Some people who know a lot about viruses, in other words not WHO, had this to say about COVID:
Most of us have already absorbed the idea that the coronavirus does some weird and sinister things to the human body that are unlike most other respiratory viruses known to man. But now a new study finds yet another unsettling thing that the virus appears to do to help spread from cell to cell.
A new study by an international team led by UC San Francisco finds that cells infected with SARS-CoV-2 quickly begin to grow new arms or dendrites — referred to clinically as filopodia — which are themselves studded with fresh virus particles. These filopodia then seek to reach into and through the walls of neighboring cells, thereby infecting them. And this appears to be a second mode that the virus has for replicating and spreading itself in the body. […]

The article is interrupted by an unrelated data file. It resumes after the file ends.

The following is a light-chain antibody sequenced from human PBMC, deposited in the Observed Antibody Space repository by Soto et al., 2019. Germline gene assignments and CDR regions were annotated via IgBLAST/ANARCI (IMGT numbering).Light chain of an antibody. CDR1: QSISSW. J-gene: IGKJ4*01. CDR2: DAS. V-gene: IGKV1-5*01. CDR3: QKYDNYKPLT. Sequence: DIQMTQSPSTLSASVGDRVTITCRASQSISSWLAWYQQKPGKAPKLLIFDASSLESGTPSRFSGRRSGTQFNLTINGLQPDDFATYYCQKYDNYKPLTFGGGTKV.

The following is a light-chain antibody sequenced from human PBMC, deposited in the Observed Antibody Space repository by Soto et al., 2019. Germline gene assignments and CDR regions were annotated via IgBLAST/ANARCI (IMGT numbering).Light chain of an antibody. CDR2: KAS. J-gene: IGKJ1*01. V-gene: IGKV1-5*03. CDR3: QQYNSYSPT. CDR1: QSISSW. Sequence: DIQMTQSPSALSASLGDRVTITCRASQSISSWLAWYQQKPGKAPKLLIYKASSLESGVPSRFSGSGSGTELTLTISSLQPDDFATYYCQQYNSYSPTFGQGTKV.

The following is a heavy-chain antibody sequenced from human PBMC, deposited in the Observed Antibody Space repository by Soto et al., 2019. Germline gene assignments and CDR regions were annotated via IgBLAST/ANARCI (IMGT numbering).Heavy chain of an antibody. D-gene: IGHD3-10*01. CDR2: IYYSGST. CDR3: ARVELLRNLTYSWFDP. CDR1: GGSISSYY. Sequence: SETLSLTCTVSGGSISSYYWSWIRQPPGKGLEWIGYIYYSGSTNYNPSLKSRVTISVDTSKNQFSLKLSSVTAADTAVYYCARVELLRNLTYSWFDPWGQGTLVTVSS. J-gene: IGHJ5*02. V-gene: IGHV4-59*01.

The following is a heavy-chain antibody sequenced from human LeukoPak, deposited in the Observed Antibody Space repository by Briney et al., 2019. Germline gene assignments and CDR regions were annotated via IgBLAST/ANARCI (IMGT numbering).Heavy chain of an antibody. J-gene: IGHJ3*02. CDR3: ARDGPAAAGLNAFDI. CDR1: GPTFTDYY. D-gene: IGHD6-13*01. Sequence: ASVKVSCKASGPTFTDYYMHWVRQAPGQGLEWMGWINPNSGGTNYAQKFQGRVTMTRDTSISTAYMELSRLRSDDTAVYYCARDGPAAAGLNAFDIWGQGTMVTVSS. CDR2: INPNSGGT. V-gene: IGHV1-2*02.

Krogan says that while other viruses — including HIV and the family of viruses that cause smallpox — also use filopedia as mechanisms of spreading infection, the way this virus so rapidly prompts the growth of these tentacles is highly unusual. And the shape of them, branching off the cell and each other like trees, is also apparently strange.
But in COVID’s ‘enhanced’ ability to spread also lies its weakness.